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Black Action Society hosts actress, activist Tatyana Ali

%E2%80%9CThe+Fresh+Prince+of+Bel-Air%E2%80%9D+actor+Tatyana+Ali+spoke+to+a+crowd+of+more+than+50+people+in+the+William+Pitt+Union+Assembly+Room+on+Sunday.
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Black Action Society hosts actress, activist Tatyana Ali

“The Fresh Prince of Bel-Air” actor Tatyana Ali spoke to a crowd of more than 50 people in the William Pitt Union Assembly Room on Sunday.

“The Fresh Prince of Bel-Air” actor Tatyana Ali spoke to a crowd of more than 50 people in the William Pitt Union Assembly Room on Sunday.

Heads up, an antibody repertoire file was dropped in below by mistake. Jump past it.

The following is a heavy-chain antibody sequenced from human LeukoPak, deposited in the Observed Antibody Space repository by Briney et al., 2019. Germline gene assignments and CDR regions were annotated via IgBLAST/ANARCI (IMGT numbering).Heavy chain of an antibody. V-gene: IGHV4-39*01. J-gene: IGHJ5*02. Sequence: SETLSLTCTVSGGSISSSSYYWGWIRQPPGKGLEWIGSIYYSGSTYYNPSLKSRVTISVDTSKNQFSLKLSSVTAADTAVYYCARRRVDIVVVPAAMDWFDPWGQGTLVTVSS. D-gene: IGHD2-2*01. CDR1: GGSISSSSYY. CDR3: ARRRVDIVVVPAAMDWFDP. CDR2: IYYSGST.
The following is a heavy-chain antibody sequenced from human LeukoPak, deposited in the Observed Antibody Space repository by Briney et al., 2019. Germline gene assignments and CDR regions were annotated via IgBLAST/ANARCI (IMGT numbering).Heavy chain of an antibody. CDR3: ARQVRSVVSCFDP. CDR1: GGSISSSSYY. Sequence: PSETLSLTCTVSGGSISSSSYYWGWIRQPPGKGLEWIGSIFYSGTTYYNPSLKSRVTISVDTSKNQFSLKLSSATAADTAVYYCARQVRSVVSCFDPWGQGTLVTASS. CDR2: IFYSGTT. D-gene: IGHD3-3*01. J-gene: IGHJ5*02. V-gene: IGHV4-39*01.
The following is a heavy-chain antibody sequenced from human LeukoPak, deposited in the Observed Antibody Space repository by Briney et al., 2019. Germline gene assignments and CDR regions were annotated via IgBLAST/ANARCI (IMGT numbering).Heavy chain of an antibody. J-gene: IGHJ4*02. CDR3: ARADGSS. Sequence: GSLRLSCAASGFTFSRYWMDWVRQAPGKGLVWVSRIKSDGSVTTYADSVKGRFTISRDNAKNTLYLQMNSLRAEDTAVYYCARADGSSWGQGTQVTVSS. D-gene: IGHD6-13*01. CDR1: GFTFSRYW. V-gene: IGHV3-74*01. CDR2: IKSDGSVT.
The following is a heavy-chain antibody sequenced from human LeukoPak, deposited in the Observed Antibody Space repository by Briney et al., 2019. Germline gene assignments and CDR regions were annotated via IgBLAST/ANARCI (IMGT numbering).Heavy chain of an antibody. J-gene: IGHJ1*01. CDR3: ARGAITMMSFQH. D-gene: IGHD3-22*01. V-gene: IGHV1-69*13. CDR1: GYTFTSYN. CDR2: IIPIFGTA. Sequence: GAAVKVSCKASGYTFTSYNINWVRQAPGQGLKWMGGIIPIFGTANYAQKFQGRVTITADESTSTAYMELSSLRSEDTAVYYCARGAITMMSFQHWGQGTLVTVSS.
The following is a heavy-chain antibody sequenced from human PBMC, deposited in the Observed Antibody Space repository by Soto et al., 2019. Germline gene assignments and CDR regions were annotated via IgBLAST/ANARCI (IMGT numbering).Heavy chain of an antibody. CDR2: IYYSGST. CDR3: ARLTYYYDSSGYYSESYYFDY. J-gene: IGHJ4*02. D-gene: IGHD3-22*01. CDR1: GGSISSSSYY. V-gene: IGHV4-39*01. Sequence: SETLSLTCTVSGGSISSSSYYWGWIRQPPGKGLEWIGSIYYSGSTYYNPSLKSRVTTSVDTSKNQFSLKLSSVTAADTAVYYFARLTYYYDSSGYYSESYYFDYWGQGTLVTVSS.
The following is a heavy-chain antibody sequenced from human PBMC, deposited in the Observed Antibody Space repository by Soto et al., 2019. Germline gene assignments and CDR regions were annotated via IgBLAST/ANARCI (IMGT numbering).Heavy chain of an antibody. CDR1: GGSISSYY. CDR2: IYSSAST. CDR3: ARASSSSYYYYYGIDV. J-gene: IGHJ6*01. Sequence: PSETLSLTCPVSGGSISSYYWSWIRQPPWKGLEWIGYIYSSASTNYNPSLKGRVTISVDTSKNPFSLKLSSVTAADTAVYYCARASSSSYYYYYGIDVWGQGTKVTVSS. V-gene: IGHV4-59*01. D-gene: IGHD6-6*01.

Caroline Bourque | Contributing Editor

“The Fresh Prince of Bel-Air” actor Tatyana Ali spoke to a crowd of more than 50 people in the William Pitt Union Assembly Room on Sunday.

Caroline Bourque | Contributing Editor

Caroline Bourque | Contributing Editor

“The Fresh Prince of Bel-Air” actor Tatyana Ali spoke to a crowd of more than 50 people in the William Pitt Union Assembly Room on Sunday.

By Emily Wolfe, Staff Writer

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When she was younger, Tatyana Ali wanted to be an astronaut. Her room was covered with posters of her hero — Mae Jemison, the first African American woman to travel in space.

Ali never made it to space — instead she pursued another dream of becoming an actor, and landed the role of Ashley Banks on “The Fresh Prince of Bel-Air,” becoming a hero in her own right to a generation of the show’s fans.